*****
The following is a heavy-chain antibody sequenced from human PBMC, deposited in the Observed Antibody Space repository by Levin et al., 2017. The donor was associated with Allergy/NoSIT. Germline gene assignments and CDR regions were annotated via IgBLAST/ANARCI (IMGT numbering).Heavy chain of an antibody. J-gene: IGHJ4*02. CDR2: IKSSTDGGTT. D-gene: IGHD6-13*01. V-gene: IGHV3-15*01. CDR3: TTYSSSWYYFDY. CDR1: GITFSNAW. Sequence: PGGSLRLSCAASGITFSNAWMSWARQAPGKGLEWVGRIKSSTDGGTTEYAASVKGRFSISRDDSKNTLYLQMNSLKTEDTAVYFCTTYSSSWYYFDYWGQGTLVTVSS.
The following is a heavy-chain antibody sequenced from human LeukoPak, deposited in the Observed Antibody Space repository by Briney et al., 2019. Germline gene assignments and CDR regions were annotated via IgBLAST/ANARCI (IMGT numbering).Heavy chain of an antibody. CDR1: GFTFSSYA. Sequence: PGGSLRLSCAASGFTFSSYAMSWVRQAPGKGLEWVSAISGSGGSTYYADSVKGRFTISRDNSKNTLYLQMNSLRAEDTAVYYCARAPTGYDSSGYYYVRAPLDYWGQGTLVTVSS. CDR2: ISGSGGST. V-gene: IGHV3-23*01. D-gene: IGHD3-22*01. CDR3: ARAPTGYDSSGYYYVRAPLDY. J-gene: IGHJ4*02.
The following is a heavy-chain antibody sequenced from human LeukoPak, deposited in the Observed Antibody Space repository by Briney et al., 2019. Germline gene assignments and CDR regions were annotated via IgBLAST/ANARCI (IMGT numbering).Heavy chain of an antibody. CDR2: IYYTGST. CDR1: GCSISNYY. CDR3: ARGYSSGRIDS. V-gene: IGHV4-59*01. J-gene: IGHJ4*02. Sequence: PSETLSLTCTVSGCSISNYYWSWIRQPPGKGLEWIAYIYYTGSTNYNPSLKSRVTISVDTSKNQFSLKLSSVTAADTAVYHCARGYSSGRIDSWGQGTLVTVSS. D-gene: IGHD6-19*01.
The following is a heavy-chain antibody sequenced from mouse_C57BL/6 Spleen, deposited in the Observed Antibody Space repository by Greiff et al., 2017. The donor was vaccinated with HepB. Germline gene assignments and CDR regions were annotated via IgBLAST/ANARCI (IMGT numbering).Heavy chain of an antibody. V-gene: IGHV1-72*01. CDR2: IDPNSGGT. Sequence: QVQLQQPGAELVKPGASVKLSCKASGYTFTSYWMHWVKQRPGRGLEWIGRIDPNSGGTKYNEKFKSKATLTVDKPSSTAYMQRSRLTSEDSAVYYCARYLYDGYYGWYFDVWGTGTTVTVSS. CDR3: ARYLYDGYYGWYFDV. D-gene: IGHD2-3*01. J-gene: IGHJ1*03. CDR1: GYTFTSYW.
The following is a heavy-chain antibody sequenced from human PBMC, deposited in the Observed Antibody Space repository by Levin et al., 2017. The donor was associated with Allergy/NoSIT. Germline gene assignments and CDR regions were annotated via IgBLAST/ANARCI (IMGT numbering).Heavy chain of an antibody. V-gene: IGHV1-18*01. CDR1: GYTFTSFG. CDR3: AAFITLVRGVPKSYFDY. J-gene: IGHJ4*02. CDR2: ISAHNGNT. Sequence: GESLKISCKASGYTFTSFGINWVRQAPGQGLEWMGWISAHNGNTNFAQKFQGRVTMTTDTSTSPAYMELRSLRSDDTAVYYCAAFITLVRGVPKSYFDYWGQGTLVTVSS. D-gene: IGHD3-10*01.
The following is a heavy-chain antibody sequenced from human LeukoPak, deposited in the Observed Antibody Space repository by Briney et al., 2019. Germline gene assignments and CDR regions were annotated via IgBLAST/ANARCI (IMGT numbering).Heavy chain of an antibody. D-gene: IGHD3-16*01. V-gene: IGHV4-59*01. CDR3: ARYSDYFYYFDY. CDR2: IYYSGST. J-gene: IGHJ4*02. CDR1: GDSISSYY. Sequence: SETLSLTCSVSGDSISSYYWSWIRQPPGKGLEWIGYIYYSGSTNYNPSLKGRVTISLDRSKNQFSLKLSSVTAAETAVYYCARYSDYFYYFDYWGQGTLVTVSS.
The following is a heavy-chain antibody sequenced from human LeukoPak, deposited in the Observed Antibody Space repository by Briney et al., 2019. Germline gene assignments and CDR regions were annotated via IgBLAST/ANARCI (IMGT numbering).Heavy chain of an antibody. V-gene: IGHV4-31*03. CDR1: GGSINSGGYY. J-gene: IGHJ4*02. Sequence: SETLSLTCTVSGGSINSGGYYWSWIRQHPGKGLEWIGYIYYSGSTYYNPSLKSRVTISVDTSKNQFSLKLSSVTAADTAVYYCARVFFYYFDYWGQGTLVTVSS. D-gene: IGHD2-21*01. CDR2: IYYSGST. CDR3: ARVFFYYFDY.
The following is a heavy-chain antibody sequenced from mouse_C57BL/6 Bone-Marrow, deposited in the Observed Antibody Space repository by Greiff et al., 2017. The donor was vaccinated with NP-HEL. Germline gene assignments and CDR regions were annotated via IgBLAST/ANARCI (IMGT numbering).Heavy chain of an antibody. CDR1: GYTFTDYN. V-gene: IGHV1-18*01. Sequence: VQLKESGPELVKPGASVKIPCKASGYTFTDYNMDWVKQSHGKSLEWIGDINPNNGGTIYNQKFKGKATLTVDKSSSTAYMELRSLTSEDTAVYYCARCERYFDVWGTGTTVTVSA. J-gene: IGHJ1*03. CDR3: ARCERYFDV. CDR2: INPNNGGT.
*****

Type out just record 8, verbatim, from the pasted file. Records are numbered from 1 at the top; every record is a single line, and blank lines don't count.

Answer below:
The following is a heavy-chain antibody sequenced from mouse_C57BL/6 Bone-Marrow, deposited in the Observed Antibody Space repository by Greiff et al., 2017. The donor was vaccinated with NP-HEL. Germline gene assignments and CDR regions were annotated via IgBLAST/ANARCI (IMGT numbering).Heavy chain of an antibody. CDR1: GYTFTDYN. V-gene: IGHV1-18*01. Sequence: VQLKESGPELVKPGASVKIPCKASGYTFTDYNMDWVKQSHGKSLEWIGDINPNNGGTIYNQKFKGKATLTVDKSSSTAYMELRSLTSEDTAVYYCARCERYFDVWGTGTTVTVSA. J-gene: IGHJ1*03. CDR3: ARCERYFDV. CDR2: INPNNGGT.